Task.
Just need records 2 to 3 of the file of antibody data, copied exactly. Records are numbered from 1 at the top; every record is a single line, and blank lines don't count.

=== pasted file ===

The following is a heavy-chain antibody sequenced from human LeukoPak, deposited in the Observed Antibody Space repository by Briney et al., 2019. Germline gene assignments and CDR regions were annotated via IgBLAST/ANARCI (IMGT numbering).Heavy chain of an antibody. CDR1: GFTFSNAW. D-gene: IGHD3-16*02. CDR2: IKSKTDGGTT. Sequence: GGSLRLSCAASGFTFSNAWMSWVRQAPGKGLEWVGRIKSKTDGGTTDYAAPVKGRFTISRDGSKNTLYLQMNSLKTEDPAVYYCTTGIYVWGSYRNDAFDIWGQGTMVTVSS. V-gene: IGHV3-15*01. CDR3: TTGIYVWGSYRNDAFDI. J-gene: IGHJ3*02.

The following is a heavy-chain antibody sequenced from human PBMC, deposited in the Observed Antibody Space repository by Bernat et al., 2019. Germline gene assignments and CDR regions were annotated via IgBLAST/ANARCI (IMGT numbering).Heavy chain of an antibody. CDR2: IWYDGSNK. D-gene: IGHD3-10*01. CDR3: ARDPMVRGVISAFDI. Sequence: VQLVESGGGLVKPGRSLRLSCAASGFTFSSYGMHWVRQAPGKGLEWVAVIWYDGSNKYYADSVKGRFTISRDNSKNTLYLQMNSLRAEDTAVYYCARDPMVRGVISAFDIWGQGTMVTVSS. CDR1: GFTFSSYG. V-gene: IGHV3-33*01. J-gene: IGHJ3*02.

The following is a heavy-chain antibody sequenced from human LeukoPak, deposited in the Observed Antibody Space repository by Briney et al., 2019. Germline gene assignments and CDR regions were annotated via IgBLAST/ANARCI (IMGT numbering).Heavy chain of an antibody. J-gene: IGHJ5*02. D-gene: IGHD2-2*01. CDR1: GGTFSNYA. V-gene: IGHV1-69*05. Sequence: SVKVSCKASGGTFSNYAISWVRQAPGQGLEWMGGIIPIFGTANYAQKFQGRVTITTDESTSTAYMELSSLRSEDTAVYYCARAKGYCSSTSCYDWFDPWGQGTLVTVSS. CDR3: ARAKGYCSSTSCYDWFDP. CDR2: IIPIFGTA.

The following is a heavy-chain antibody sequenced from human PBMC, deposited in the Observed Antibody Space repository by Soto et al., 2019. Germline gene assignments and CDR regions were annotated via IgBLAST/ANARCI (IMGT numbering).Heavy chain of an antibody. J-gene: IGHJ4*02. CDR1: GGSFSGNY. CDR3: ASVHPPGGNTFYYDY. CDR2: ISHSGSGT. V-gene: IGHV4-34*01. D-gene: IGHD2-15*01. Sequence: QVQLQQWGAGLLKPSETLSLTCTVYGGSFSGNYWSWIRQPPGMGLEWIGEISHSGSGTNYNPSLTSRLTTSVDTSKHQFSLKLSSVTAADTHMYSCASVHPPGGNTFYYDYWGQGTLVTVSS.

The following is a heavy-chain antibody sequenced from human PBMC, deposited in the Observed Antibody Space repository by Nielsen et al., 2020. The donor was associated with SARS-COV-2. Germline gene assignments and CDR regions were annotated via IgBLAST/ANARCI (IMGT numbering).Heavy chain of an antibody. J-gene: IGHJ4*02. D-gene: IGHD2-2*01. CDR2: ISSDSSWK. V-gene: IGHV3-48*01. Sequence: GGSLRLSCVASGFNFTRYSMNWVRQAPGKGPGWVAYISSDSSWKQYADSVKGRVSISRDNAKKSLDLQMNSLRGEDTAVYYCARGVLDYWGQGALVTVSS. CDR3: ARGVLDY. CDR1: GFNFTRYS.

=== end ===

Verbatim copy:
The following is a heavy-chain antibody sequenced from human PBMC, deposited in the Observed Antibody Space repository by Bernat et al., 2019. Germline gene assignments and CDR regions were annotated via IgBLAST/ANARCI (IMGT numbering).Heavy chain of an antibody. CDR2: IWYDGSNK. D-gene: IGHD3-10*01. CDR3: ARDPMVRGVISAFDI. Sequence: VQLVESGGGLVKPGRSLRLSCAASGFTFSSYGMHWVRQAPGKGLEWVAVIWYDGSNKYYADSVKGRFTISRDNSKNTLYLQMNSLRAEDTAVYYCARDPMVRGVISAFDIWGQGTMVTVSS. CDR1: GFTFSSYG. V-gene: IGHV3-33*01. J-gene: IGHJ3*02.

The following is a heavy-chain antibody sequenced from human LeukoPak, deposited in the Observed Antibody Space repository by Briney et al., 2019. Germline gene assignments and CDR regions were annotated via IgBLAST/ANARCI (IMGT numbering).Heavy chain of an antibody. J-gene: IGHJ5*02. D-gene: IGHD2-2*01. CDR1: GGTFSNYA. V-gene: IGHV1-69*05. Sequence: SVKVSCKASGGTFSNYAISWVRQAPGQGLEWMGGIIPIFGTANYAQKFQGRVTITTDESTSTAYMELSSLRSEDTAVYYCARAKGYCSSTSCYDWFDPWGQGTLVTVSS. CDR3: ARAKGYCSSTSCYDWFDP. CDR2: IIPIFGTA.